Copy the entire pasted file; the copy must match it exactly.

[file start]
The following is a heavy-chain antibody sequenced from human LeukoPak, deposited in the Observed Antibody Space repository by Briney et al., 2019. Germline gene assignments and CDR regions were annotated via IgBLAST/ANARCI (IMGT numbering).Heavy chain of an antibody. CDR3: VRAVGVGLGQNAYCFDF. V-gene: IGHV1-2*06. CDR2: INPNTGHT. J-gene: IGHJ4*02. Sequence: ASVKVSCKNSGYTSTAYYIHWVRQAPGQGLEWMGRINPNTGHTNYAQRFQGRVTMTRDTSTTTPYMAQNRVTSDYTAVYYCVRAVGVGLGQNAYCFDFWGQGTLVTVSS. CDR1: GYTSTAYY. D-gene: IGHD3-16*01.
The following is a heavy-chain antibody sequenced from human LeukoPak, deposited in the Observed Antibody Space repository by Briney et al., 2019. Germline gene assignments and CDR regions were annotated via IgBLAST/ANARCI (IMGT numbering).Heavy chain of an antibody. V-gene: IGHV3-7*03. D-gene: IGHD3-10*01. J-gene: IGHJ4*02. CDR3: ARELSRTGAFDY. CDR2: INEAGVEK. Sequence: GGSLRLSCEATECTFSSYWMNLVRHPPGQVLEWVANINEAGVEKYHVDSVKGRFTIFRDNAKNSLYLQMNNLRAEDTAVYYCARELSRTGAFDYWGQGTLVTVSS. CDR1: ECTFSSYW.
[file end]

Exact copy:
The following is a heavy-chain antibody sequenced from human LeukoPak, deposited in the Observed Antibody Space repository by Briney et al., 2019. Germline gene assignments and CDR regions were annotated via IgBLAST/ANARCI (IMGT numbering).Heavy chain of an antibody. CDR3: VRAVGVGLGQNAYCFDF. V-gene: IGHV1-2*06. CDR2: INPNTGHT. J-gene: IGHJ4*02. Sequence: ASVKVSCKNSGYTSTAYYIHWVRQAPGQGLEWMGRINPNTGHTNYAQRFQGRVTMTRDTSTTTPYMAQNRVTSDYTAVYYCVRAVGVGLGQNAYCFDFWGQGTLVTVSS. CDR1: GYTSTAYY. D-gene: IGHD3-16*01.
The following is a heavy-chain antibody sequenced from human LeukoPak, deposited in the Observed Antibody Space repository by Briney et al., 2019. Germline gene assignments and CDR regions were annotated via IgBLAST/ANARCI (IMGT numbering).Heavy chain of an antibody. V-gene: IGHV3-7*03. D-gene: IGHD3-10*01. J-gene: IGHJ4*02. CDR3: ARELSRTGAFDY. CDR2: INEAGVEK. Sequence: GGSLRLSCEATECTFSSYWMNLVRHPPGQVLEWVANINEAGVEKYHVDSVKGRFTIFRDNAKNSLYLQMNNLRAEDTAVYYCARELSRTGAFDYWGQGTLVTVSS. CDR1: ECTFSSYW.